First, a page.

What are the consequences?

I once heard the single mom of another young single mom who at the time recently had a baby remark, "Single moms don't need fathers."  Really?  This is the unfortunate lie that permeates through our culture in the midst of fathers who do not want to take on the responsibility of being a parent.

We do not have to look far to see the devastating peril of what happens when fathers abandon their children.  Take a look at the prisons.  When one surveys the prisons, many of the convicts were ones where there was no father present.  The absence of the father is leading to ongoing dysfunction in the family and in the lives of children which in turn has far reaching consequences in society and the church.

There are numerous men who turn to homosexuality desperate for the male affection they did not receive from having a father.  And there are plenty of girls who seduce older men in an effort to appease an emotional state they have from not being able to connect with a father in their life.

The consequences on our society from there not being a father in the picture in many families cannot be overstated.

We were made to be courageous

I really enjoyed last year's movie from Sherwood Pictures, Courageous as it hit a nerve by addressing this issue.  The movie did an accurate job of portraying what can happen and does happen when there is no father present in the life of a child.  And it contains a powerful message to fathers to stand up and be the men God has called us to be (Joshua 1:9).

Ephesians 6:4 says, "“Fathers, do not exasperate your children; instead, bring them up in the training and instruction of the Lord.”   We are not to provoke our children in a way that is mean or harsh.  Contrary we are to provide them with wise and godly counsel from the Word of God all the while modeling Christ.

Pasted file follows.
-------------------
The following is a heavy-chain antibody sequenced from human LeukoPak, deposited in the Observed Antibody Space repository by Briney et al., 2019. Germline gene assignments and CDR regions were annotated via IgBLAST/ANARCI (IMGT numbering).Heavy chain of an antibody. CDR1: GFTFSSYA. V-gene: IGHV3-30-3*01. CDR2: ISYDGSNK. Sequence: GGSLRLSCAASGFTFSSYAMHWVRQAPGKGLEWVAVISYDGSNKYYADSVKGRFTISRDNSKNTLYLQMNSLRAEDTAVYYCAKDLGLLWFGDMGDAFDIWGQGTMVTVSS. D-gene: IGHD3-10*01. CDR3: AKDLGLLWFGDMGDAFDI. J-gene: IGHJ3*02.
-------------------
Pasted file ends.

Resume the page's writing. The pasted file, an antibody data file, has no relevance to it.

What an amazing responsibility we have before the Lord.  Being a present father, showing and displaying the love of Christ to our children produces spiritually and emotionally healthy children which in turn produces godly churches which in turn contributes to a healthy society.  The impact that we as fathers have on our children is profound.

Single moms need fathers now, more than ever.  May we be ever reminded of the ongoing responsibility we have with our children as we seek to mirror the face of our Heavenly Father.

Book Review: These Last Days

These Last Days is a publication from P & R Publishing (2011, 193 pages).

Introduction & Background

These Last Days is written with the subtitle, A Christian View of History and is edited by Richard D. Phillips and Gabriel N.E. Fluhrer. Richard Phillips is senior pastor of Second Presbyterian Church in Greenville, SC. Gabriel N.E. Fluhrer is coordinator of public relations and publishing at the Alliance of Confessing Evangelicals.

This book stems from themes that were shared and expounded on at the Philadelphia Conference on Reformed Theology in 2010. In recent years, most eschatology conferences have been popularized by those in the dispensational camp. Those within the Reformed movement have recognized this and have sought to address eschatology from a Reformed perspective with is essentially the backdrop of this book. The intent was to work through a Reformed eschatology forum in chronological order.